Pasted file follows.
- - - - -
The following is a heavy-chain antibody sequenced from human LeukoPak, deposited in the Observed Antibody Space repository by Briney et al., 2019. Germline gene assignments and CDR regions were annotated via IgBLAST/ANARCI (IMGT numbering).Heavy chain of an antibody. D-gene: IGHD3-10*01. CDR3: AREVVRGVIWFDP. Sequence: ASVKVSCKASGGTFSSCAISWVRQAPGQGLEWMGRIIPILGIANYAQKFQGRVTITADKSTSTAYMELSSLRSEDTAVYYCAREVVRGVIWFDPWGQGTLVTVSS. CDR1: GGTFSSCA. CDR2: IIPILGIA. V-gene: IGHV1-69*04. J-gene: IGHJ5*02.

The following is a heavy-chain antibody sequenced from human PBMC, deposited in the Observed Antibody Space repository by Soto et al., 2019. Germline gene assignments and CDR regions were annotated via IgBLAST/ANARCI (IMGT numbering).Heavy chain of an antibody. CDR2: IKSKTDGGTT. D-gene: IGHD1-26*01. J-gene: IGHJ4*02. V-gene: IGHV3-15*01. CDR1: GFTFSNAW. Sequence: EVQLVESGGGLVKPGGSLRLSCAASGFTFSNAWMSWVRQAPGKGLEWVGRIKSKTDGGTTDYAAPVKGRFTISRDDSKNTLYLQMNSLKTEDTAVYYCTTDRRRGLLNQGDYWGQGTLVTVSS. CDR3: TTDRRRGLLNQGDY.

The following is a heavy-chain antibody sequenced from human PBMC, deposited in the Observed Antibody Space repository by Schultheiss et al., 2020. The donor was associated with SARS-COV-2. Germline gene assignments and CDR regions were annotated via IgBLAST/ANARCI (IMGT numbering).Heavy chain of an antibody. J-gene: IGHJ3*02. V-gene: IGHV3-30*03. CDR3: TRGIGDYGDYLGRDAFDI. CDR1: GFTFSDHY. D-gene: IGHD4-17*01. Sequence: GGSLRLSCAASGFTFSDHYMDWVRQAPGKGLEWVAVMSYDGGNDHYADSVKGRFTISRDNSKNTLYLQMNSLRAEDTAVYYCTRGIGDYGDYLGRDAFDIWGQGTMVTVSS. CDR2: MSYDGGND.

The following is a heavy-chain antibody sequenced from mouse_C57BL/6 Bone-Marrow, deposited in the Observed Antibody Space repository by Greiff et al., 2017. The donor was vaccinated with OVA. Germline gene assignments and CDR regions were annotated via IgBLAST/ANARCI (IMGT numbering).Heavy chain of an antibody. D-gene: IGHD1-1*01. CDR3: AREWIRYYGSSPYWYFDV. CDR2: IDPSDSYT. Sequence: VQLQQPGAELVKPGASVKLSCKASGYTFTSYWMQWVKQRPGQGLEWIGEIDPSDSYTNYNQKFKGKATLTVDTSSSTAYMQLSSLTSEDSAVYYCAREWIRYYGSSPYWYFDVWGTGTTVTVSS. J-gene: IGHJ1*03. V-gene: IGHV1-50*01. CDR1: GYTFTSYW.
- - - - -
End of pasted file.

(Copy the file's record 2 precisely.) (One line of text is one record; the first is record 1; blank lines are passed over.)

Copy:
The following is a heavy-chain antibody sequenced from human PBMC, deposited in the Observed Antibody Space repository by Soto et al., 2019. Germline gene assignments and CDR regions were annotated via IgBLAST/ANARCI (IMGT numbering).Heavy chain of an antibody. CDR2: IKSKTDGGTT. D-gene: IGHD1-26*01. J-gene: IGHJ4*02. V-gene: IGHV3-15*01. CDR1: GFTFSNAW. Sequence: EVQLVESGGGLVKPGGSLRLSCAASGFTFSNAWMSWVRQAPGKGLEWVGRIKSKTDGGTTDYAAPVKGRFTISRDDSKNTLYLQMNSLKTEDTAVYYCTTDRRRGLLNQGDYWGQGTLVTVSS. CDR3: TTDRRRGLLNQGDY.